While no one in the Olympic movement seriously advocates doping by athletes, the high financial stakes for Olympic athletes, corporate sponsors, the TV broadcast and cable industries and sports governing bodies, coupled with the pharmacopoeia of performance-enhancing substances, the athlete's drive to win and the absence of an effective policing mechanism, create an environment that encourages doing anything--including doping--to win, the report finds.
"For sports governing bodies, tacit approval of performance-enhancing drugs places their credibility in jeopardy. For society itself, what is at stake is the integrity and meaning of sport and the health and ethical values of a generation of children," said Rev. Malloy, who chairs the 15-member commission.
The report criticizes the weakness of the World Anti-Doping Organization (WADA), which oversees doping in Olympic sports. It calls for a completely independent organization with the authority to create and administer an effective anti-doping program, including comprehensive no-notice testing during training as well as during the games.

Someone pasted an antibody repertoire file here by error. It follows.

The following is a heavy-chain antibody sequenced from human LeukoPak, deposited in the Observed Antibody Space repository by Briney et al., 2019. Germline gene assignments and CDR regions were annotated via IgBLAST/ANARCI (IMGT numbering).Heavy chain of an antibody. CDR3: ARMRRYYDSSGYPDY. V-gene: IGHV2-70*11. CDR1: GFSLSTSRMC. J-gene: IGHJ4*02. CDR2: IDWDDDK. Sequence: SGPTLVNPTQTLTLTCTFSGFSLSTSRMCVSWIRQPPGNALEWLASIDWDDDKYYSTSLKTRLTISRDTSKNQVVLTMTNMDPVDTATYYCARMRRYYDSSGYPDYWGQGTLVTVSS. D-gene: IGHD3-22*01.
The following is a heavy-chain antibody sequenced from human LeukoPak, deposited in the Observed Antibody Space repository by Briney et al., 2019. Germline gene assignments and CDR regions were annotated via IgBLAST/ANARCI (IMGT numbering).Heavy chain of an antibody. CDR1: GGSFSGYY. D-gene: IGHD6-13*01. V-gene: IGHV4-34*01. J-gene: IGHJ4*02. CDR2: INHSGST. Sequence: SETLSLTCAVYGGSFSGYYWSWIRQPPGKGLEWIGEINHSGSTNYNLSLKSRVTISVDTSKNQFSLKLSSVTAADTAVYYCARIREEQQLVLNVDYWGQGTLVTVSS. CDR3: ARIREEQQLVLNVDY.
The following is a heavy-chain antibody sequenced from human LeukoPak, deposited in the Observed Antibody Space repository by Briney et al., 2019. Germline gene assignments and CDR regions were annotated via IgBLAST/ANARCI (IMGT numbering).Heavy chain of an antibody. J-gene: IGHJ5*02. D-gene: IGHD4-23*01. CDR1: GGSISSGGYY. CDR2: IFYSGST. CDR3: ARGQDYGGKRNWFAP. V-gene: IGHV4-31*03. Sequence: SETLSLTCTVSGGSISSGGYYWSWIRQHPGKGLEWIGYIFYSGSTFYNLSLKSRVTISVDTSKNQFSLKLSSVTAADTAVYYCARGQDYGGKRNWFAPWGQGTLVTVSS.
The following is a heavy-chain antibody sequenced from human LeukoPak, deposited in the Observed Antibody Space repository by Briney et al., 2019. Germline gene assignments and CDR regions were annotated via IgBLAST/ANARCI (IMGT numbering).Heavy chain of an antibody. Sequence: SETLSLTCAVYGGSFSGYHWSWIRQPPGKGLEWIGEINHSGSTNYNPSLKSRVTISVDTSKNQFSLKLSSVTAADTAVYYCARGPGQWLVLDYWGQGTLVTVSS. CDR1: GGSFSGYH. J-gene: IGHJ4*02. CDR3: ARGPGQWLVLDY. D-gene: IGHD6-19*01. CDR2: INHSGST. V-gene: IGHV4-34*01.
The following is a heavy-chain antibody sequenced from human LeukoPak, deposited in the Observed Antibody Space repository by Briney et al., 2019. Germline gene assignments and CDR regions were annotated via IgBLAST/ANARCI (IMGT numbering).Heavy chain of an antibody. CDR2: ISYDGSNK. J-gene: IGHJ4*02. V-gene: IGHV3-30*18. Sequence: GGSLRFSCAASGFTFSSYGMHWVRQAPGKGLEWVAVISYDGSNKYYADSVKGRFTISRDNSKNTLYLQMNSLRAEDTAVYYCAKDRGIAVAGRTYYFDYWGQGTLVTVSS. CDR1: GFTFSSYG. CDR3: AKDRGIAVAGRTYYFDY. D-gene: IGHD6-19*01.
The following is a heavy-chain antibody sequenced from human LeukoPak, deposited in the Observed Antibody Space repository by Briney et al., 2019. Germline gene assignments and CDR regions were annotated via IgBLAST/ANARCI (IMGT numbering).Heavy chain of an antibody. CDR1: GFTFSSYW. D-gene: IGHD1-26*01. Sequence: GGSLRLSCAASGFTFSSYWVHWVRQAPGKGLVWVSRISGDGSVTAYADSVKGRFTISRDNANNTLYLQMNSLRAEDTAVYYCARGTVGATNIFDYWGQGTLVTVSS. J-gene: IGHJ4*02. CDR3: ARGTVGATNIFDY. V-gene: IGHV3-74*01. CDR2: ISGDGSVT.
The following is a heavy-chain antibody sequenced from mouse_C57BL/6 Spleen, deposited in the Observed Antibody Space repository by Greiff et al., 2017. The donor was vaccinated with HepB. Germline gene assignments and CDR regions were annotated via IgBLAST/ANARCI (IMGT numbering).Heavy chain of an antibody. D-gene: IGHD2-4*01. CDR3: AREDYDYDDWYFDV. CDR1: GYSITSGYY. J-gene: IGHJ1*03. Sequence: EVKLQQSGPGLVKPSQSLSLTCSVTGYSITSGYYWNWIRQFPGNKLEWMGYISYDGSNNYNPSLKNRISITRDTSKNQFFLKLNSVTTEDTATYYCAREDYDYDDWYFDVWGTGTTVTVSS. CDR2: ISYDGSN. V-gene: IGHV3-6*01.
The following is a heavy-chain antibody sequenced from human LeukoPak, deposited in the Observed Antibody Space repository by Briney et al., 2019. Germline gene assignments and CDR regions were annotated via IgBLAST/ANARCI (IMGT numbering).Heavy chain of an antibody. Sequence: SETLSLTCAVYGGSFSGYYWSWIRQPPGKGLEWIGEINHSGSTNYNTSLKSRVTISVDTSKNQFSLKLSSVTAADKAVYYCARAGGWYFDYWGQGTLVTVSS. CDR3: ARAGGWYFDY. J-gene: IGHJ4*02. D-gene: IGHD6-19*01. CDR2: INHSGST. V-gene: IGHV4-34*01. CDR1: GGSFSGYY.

"Because athletes have cheated by doping to try to break records and perform amazing feats, Olympic Governing Bodies face a challenge between the goals of promoting sport, including the ability to attract and keep sponsors and capture a world audience, and of preserving the integrity of sport by policing doping. This report will provide an intellectual foundation for the White House Task Force on Drug Use and Sports recently created by the President. Only a completely independent body, (including WADA as it ultimately can be) will be able to take on the challenge of getting doping out of the Olympics," said General Barry McCaffrey, ONDCP director.